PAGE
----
The federal government this week announced that Medicare will cover a recently approved antibody treatment for COVID-19 in a range of settings, including nursing homes.
The Food and Drug Administration on Monday cleared on an emergency basis the use of bamlanivimab — a monoclonial antibody infusion — for adults with mild to moderate cases of COVID-19.
Under the terms of the Emergency Use Authorization (EUA), practitioners can only administer the drug in settings where they can also provide immediate treatment for a potential allergic reaction, and activate an emergency medical system.
The Centers for Medicare & Medicaid Services (CMS) indicated that health providers will likely receive the first shipments of bamlanivimab for free; as a result, Medicare will only cover the cost of the infusion, set at $309.60, and not provide additional payments for doses received free of charge.
The structure is similar to a CMS-Department of Health and Human Services (HHS) plan to direct vaccines to nursing homes in the immediate wake of an EUA. Under that initiative, retail pharmacy giants Walgreens and CVS will receive payments from Medicare to administer vaccinations, with the vaccines themselves already paid for by the federal government.
Should bamlanivimab hit the open market, CMS will set a payment at 95% of average wholesale price.
The coverage, which will last for the duration of the wider federal public health emergency (PHE), will also extend to home health agencies, hospital infusion centers, and vendors that service nursing homes, according to CMS.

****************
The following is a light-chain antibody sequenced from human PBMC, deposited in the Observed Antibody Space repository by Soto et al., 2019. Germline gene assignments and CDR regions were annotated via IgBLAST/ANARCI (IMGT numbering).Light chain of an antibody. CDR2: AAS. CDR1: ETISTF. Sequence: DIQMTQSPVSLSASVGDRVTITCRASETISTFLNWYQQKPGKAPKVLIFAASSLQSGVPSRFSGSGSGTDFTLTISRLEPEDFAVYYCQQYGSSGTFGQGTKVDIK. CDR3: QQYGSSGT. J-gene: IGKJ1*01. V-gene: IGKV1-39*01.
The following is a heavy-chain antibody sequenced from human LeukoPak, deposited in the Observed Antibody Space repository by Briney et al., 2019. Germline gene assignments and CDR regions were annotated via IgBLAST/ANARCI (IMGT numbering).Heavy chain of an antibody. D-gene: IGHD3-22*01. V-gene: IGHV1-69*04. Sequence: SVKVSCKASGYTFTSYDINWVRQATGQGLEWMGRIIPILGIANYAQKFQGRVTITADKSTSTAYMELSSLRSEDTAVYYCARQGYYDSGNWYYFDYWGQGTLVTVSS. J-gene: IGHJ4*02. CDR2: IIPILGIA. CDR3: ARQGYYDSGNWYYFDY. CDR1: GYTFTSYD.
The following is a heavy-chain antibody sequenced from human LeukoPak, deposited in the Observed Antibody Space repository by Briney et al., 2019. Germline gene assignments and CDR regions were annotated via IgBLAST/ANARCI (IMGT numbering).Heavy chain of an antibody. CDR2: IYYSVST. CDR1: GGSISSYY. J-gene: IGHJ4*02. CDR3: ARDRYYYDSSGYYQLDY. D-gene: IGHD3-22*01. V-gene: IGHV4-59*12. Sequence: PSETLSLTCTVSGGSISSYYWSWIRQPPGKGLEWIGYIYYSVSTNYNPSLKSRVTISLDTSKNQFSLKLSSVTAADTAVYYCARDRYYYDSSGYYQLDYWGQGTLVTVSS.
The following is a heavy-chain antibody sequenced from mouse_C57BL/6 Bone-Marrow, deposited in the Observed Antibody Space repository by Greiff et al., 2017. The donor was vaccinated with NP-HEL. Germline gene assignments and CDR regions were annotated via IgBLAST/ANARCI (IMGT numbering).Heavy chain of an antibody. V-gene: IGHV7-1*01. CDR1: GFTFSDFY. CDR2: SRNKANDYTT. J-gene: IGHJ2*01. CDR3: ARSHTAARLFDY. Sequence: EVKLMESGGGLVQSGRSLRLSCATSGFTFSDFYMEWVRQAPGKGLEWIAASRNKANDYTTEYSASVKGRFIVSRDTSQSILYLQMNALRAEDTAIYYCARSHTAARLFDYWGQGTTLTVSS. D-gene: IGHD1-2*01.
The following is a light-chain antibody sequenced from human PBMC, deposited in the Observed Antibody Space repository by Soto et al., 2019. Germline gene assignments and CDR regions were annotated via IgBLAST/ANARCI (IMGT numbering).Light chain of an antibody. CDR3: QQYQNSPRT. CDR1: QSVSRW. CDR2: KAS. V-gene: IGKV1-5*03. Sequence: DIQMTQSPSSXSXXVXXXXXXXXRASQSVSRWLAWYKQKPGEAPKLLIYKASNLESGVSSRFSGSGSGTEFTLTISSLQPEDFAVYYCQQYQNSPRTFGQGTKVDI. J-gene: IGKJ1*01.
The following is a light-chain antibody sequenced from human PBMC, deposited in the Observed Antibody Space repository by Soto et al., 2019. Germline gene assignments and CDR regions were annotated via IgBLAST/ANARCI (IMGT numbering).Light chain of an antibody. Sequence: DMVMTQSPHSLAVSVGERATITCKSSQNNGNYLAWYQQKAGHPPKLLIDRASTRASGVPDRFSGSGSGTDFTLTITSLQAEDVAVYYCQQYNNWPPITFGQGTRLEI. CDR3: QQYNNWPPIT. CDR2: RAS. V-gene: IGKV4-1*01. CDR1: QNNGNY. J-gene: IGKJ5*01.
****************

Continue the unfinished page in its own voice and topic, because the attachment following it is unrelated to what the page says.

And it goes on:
“Our timely approach means beneficiaries can receive these potentially life-saving therapies in a range of settings — such as in a doctor’s office, nursing home, infusion centers, as long as safety precautions can be met,” administrator Seema Verma said in a statement. “This aggressive action and innovative approach will undoubtedly save lives.”
Medicaid beneficiaries should also be able to receive covered bamlanivimab treatments — “with limited exceptions” — under the terms of the wider increase in the Federal Medical Assistance Percentage (FMAP) enacted as part of federal coronavirus relief efforts.
“A condition for receipt of this enhanced federal match is that a state or territory must cover COVID-19 testing services and treatments, including vaccines and their administration, specialized equipment, and therapies for Medicaid enrollees without cost sharing,” CMS observed.
The EUA for the treatment specifically restricts its use to coronavirus patients who are at “high risk” of developing severe COVID-19 and requiring subsequent hospitalization. That group that includes those 65 and older, as well as people with body mass indices (BMIs) over 35, diabetes, or chronic kidney disease.